Macintosh Paint

Also Known As: PNTG, MAC, MacPaint

Type Bitmap
Colors Mono
Compression RLE, uncompressed
Maximum Image Size 576x720 pixels
Multiple Images Per File No
Numerical Format Big-endian
Originator Apple Computer Inc.
Platform Macintosh
Supporting Applications Too numerous to list
See Also Macintosh PICT

Clip art, screen dumps, monochrome artwork

A well-defined, well-documented format in use on the Macintosh platform. MacPaint is quick and easy to read and decompress, but it lacks support for more than monochrome images. Numbers in the file are stored in big-endian format.

Vendor specifications are available for this format.

Code fragments are available for this format.

Sample images are available for this format.

Macintosh Paint (MacPaint) is the original and most common graphics file format used on the Apple Macintosh. Most Macintosh applications that use graphics are able to read and write the MacPaint format. MacPaint files on the Macintosh have the file type PNTG, while on the PC they usually have the extension .MAC. The first real image files widely available to PC users were MacPaint files. PC users usually obtained them from BBSs or shareware disks, and a number of programs exist that allow MacPaint files to be displayed and printed using a PC under MS-DOS. Today, extensive black-and-white clip art and graphics are available in the MacPaint format. MacPaint files are also used to store line drawings, text, and scanned images.

File Organization
File Details
For Further Information

MacPaint images are always black and white and are a fixed size (576 pixels wide by 720 scan lines high) and fixed resolution (75 dpi). Uncompressed, the image data is always 51,840 bytes in size. Because the Apple Macintosh is based on the Motorola 68000 series of CPUs, most files are stored in big-endian format, and MacPaint files are no exception. They are always read and written in big-endian format, no matter what the host platform. The ENDIANIO library can be used to read and write MacPaint files on non-big-endian systems.

Files are stored differently on the Macintosh than they are on most other systems in common use. Every Macintosh file consists of two parts, called forks. Although a user sees only a single file, data is actually stored as two physical files on disk. The first file is called the data fork, which stores program information. The second file is called the resource fork, and it stores program code. Data associated with a MacPaint file occupies only the data fork of the file pair; its companion resource fork is always empty.

Outside the Macintosh environment a MacPaint file is stored as a single file, with the two forks combined into one file, allowing it to reside on foreign file systems not adhering to the Macintosh conventions. A MacBinary header is prepended to the file. The MacBinary header is a structure which allows a Macintosh file to be copied or otherwise transported between a Macintosh and another system, and which contains the information required to reconstruct the two forks when the file is returned to the Macintosh environment. It is necessary to preserve the MacBinary header only if the file will one day be returned to a Macintosh environment; otherwise, it can be stripped from the file.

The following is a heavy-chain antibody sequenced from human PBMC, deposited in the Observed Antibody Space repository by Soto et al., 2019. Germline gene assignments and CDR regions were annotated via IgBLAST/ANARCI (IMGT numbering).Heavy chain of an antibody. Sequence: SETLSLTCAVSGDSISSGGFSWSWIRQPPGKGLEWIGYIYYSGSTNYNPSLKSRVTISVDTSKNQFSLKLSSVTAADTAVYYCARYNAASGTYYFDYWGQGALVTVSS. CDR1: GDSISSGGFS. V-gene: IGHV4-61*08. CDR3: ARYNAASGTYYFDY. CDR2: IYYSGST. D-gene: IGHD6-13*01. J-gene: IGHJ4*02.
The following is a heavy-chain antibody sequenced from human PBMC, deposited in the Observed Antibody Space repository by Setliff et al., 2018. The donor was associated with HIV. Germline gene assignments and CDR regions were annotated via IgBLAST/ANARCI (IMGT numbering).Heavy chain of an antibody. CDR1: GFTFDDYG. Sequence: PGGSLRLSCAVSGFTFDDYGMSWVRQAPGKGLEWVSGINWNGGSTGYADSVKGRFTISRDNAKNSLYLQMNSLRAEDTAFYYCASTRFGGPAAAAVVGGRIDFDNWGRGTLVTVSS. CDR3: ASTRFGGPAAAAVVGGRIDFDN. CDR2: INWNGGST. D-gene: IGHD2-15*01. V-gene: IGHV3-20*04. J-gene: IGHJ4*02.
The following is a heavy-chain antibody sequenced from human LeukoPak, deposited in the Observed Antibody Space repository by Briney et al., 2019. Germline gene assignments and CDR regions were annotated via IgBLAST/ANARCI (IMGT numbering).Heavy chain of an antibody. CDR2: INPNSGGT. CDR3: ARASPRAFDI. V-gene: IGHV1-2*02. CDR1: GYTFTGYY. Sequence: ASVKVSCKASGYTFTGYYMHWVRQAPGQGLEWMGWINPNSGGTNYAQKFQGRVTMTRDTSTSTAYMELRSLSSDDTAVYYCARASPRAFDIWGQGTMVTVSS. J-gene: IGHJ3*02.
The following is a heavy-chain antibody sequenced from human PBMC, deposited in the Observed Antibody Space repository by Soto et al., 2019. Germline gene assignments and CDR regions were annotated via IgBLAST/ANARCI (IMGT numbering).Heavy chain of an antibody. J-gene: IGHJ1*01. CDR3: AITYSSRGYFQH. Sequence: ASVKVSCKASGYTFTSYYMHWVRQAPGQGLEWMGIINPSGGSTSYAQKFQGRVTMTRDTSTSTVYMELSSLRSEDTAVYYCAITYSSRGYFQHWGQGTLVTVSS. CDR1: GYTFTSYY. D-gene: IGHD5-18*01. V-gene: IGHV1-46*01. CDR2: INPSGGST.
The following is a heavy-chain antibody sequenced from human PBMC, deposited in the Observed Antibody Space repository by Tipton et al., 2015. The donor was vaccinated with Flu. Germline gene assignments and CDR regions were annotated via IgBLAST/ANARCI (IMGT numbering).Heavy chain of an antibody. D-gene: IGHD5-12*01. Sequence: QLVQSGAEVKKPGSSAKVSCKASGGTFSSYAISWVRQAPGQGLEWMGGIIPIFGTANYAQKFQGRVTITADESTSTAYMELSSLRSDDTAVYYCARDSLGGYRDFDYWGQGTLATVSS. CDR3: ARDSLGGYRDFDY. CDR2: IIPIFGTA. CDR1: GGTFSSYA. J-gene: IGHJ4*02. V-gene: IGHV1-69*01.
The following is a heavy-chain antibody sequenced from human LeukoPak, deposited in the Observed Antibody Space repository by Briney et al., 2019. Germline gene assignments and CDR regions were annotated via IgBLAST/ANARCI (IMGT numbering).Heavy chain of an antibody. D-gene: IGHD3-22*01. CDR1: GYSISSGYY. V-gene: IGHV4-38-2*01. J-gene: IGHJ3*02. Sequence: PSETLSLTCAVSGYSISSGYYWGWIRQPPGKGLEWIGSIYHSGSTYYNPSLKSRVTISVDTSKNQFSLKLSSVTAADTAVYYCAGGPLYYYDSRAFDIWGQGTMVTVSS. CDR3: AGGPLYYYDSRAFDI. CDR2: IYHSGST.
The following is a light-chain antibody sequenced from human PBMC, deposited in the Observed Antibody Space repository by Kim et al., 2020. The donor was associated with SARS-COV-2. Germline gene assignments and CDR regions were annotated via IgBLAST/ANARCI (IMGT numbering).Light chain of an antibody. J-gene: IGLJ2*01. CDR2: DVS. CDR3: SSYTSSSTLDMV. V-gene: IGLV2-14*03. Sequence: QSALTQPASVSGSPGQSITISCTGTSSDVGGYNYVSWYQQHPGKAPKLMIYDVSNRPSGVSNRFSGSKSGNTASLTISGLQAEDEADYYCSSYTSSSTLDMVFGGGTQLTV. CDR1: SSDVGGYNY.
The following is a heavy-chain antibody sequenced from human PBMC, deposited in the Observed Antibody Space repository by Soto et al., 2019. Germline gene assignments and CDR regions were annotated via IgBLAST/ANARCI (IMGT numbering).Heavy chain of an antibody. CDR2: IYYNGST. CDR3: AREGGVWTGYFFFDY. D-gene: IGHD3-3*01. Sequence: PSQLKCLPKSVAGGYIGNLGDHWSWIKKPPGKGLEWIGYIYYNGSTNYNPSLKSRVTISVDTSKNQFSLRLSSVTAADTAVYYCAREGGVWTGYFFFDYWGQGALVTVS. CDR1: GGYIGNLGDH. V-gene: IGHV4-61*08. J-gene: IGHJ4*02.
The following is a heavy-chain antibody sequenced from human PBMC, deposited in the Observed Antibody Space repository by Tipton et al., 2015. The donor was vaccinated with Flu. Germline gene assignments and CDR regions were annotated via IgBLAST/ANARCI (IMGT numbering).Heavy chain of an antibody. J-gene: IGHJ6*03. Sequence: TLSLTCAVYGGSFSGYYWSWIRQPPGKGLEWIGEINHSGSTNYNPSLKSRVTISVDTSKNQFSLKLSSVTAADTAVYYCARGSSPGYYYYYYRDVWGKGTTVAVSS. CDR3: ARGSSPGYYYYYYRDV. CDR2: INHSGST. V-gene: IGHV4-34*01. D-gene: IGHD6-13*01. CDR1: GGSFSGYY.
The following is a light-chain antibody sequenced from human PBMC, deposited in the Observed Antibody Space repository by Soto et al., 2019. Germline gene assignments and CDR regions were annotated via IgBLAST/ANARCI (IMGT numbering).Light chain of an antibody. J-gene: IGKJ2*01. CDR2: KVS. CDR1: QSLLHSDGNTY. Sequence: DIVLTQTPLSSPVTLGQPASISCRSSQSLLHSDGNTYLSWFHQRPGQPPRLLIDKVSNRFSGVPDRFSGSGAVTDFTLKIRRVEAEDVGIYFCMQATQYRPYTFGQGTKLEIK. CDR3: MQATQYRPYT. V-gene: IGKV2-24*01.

There are actually two MacBinary standards, the original MacBinary and MacBinary II. Both standards have a header that is 128 bytes in length. The MacBinary II header contains additional information not found in the original MacBinary header.

File Organization

The structure of a MacBinary II header is shown below:

typedef struct _MacBinaryIIHeader
BYTE   Version;               /* Always set to 0 */
BYTE   FileNameLength;        /* Size of file name (0 to 31) */
BYTE   FileName[63];          /* File name */
DWORD  FileType;              /* Type of Macintosh file */
DWORD  FileCreator;           /* ID of program that created file */
BYTE   FileFlags;             /* File attribute flags */
BYTE   Reserved1;             /* Reserved field */
WORD   FileVertPos;           /* File vertical position in window */
WORD   FileHorzPos;           /* File horizontal position in window */
WORD   WindowId;              /* Window or folder ID */
BYTE   Protected;             /* File protection (1 = protected) */
BYTE   Reserved2;             /* Reserved field */
DWORD  SizeOfDataFork;        /* Size of file data fork in bytes */
DWORD  SizeOfResourceFork;    /* Size of file resource fork in bytes */
DWORD  CreationStamp;         /* Time and date file created */
DWORD  ModificationStamp;     /* Time and date file last modified */
WORD   GetInfoLength;         /* GetInfo message length */
/* The following fields were added for MacBinary II */
WORD   FinderFlags;           /* Finder flags */
BYTE   Reserved3[14];         /* Reserved field */
DWORD  UnpackedLength;        /* Total unpacked file length */
WORD   SecondHeadLength;      /* Length of secondary header */
BYTE   UploadVersion;         /* MacBinary version used with uploader */
BYTE   ReadVersion;           /* MacBinary version needed to read */
WORD   CrcValue;              /* CRC value of previous 124 bytes */
BYTE   Reserved4[2];          /* Reserved field */

Before extracting the image data from a MacPaint file in a non-Macintosh environment, you must determine if a MacBinary header is prepended. This is best done by reading the bytes at offsets 101 through 125 and checking to see if they are all zero. The byte at offset 2 should be in the range of 1 to 63, and the DWORDs at offsets 83 and 87 should be in the range of 0 to 007FFFFFh. If all of these checks are true, then a MacBinary header is present.

It is not necessary for a non-Macintosh application to modify the MacBinary header unless the image data is changed or the MacPaint file has been created outside of the Macintosh environment with the intent of one day being returned to the Mac. However, it is good general practice to assume that your image file will one day return to the originator platform. Because any application reading a MacPaint file must be prepared to decode the MacBinary header anyway, there is no good reason for omitting it or for failing to update its fields when the file is changed.